- Colorado school drops sexual harassment label on boy who kissed girl’s hand
- Australia court strikes down 5-day-old, gay-marriage law
- Fake interpreter at Mandela service: ‘Sorry,’ I have schizophrenia
- George Zimmerman will not be charged in domestic dispute
- Russian officials press bilateral U.S. trade deal
- Creator of ‘Selfies at Funerals’ blog retires after Obama flub: ‘Our work here is done’
- New Obama adviser Podesta is against Keystone but will steer clear of pipeline deliberations
- 40 Australian adults, children found in ‘one of the worst accounts of incest ever made public’
- Venezuela’s Maduro calls on student ‘price vigilantes’ to hit the streets, report businesses
- Atheists smug as Hindus join Satanists to demand display at Oklahoma Statehouse
Masters 2013: Angel Cabrera gracious in sudden-death defeat
Question of the Day
AUGUSTA, Ga. — The chip on No. 18 could have done it.
The just-missed putt on No. 10 might have, too.
“Well, unfortunately in playoffs, it’s one-on-one, head-to-head,” Cabrera said. “And there’s got to be only one winner, and he was able to win.”
Both men birdied No. 18 to close their rounds, with Cabrera’s second shot finishing about 4 feet from the hole. Both then opened the sudden-death playoff by parring No. 18.
For a chunk of Sunday, Cabrera thrived under tough circumstances. He was tied for the lead with Brandt Snedeker at 7-under entering Sunday’s final round and went to 9-under on the front nine before bogeys on Nos. 10 and 13 put him at even par for the day.
The bogey on the par-5 13th was especially costly. Playing aggressively, Cabrera went for the green in two after pushing his tee shot into pine straw on the right.
He instead found water.
“I had a very good angle, and I had a very good lie,” he said. “And I was thinking about making a birdie. I told my son that, you know, we could do an eagle, also.”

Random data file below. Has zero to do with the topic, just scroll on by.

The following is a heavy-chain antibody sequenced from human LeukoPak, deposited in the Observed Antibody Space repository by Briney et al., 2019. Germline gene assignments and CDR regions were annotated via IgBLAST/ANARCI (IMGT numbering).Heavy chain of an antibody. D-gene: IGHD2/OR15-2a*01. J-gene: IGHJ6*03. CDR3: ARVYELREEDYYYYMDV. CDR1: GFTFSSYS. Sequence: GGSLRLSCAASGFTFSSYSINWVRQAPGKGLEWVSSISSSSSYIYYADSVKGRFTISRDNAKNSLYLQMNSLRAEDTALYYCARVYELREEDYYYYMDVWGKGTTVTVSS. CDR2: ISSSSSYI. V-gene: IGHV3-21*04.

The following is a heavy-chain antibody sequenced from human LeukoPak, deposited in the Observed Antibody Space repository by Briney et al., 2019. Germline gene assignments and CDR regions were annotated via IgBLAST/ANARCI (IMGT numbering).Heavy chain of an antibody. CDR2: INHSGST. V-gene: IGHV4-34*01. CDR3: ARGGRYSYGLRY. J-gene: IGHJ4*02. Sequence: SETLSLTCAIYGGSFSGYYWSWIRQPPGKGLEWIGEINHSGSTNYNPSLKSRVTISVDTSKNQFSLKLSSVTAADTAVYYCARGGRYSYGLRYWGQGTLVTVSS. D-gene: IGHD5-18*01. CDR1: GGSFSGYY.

Cabrera, 43, was attempting to become only the second player to win two Masters playoffs. In his 2009 win, he beat Kenny Perry on the second playoff hole after Chad Campbell was knocked out on the first. Three-time winner Nick Faldo won in playoffs in 1989 and 1990.
Cabrera, with 17 of his past 20 rounds at Augusta National Golf Club under par, almost joined Faldo. In the playoff, the Argentine’s chip on No. 18 skimmed the cup, and his putt at No. 10 just missed the edge of the hole.
“That’s golf,” Cabrera said about his near misses. “Golf gives and takes. So yeah, sometimes you make those putts, sometimes you just miss them. But that’s golf.”
Visit The Augusta Chronicle website for more coverage of the 2013 Masters Tournament. Copyright 2013 The Augusta Chronicle. All Rights Reserved.
By Matt Kibbe
The short-term deal will assure long-term overspending
- Rand Paul: Budget deal 'shameful,' 'huge mistake'
- All-out war breaks out in GOP over budget pact
- Teen thugs in D.C. run wild -- even while wearing GPS ankle bracelets
- Obama takes 'selfie' at Mandela's funeral service
- Chinese man fed up with his girlfriend's shopping jumps to his death
- Biden guarantees victory on immigration reform
- Inside the Ring: China targets Global Hawk drone
- Obama's antics at Nelson Mandela tribute: Jovial conversation, handshake with Raul Castro
- KIBBE: Another Republican budget surrender
- American bourbon now better than Scottish whisky: U.K.-born expert
Independent voices from the The Washington Times Communities
Al Maurer provides a common sense, conservatarian, Constitutional conservative perspective from the battleground state of Colorado
Interviews and show reviews from the Los Angeles punk scene past and present. Los Angeles has always been rich in punk rock talent since punk rock was born.
Buzz on Bees is a column promoting the love and life of God’s greatest pollinators on earth: The Honeybee
Brazen, leading-edge, “call it like it is” columns and reporting from Ohio native, radio host and writer, Sara Marie Brenner.
Extraordinary day at Redskins Park
White House pets gone wild!
Let it snow